By Adam Capelin
Windsurfing in Vietnam was an opportunity I couldn’t refuse. Mui Ne is a speck on the Vietnamese Coast about 5 hours on a bus North East of Ho Chi Minh City. It was great to escape the city for a few days. I think we were Minhed out after spending almost a week there. I forgot I was in Vietnam for a few blissful minutes on the water until I registered the foreign coast line from a few clicks from shore. Where am I again – that’s right, Vietnam. The coast didn’t look familiar at all.
Mui Ne is a South facing beach in the Northern Hemisphere, which puts it in the same catagory as Noosa in the Southern Hemisphere with regards to swell. Not much. But it does get a good dose of wind judging by the numerous windsurfing and kitesurfing hire places. The town itself depends on tourism for existance. A superficial strip on the waters edge with a backdrop of red earth and weed infested rural country life. Most of the resorts and hotels are built right on the sand dunes above the beach and some of the older establishments have lost all their beach due to sand errosion. The strip is hot unless you find yourself on the beach side of a hotel or bar and exposed to the breeze. Like most of Vietnam, there is quality budget accommodation and food if you go looking for it – but plenty of other places trying to rip you off. There was an incredible number of european tourists in Mui Ne. Perhaps a well kept secret for budget getaway wind seekers.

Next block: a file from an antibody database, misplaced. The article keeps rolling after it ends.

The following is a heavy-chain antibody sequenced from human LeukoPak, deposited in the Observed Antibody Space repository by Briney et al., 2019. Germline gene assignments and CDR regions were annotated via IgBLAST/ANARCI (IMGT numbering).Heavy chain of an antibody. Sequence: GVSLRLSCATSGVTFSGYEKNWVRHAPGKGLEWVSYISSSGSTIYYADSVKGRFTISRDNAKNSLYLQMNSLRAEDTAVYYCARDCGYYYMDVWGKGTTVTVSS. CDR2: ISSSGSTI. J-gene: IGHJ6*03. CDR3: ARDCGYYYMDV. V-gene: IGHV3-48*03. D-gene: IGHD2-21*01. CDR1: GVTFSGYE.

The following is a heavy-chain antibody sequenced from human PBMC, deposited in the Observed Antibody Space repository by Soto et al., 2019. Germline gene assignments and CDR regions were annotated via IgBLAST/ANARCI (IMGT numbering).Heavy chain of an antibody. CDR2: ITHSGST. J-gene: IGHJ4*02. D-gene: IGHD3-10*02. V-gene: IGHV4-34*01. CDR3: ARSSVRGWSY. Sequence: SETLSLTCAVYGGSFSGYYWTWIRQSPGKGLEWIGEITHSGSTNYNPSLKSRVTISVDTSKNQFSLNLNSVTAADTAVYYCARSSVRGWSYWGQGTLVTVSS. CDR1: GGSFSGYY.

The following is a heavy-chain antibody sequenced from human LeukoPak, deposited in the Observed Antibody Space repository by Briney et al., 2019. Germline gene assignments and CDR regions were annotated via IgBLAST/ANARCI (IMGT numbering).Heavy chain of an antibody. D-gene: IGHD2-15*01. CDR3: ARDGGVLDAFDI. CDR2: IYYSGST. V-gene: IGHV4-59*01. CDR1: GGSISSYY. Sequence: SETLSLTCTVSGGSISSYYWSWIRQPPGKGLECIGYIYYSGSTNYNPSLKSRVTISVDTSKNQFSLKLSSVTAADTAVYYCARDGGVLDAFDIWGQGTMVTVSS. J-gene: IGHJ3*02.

I hit the water for two days while Keira’s tan got busy on a sun lounge. The smallest sail I took out was 4.5m2. I guess the wind was 25kts+. I just couldn’t hold onto anything bigger!
Mui Ne also boasts some interesting natural attractions. There are giant red sand dunes beyond the beaches Eastern headland and past a traditional fishing village. The locals will try and sell you a plastic mat for sand tobogganing but its about as steep as the Noosa North Shore sand patch – nothing like the dunes of Moreton Island. There’s also a refreshing walk up a spectacular fresh water creek called Fairy Stream that carves its passage from the edge of one side of the red sand dunes. The stream is a natural filtration of water through the dune and separates red sand on one side from lush green vegetation on the other. Travelling further North East from the red sand dunes is rewarded with some even bigger white sand dunes that provide a sunset over water as the coast loops back on itself.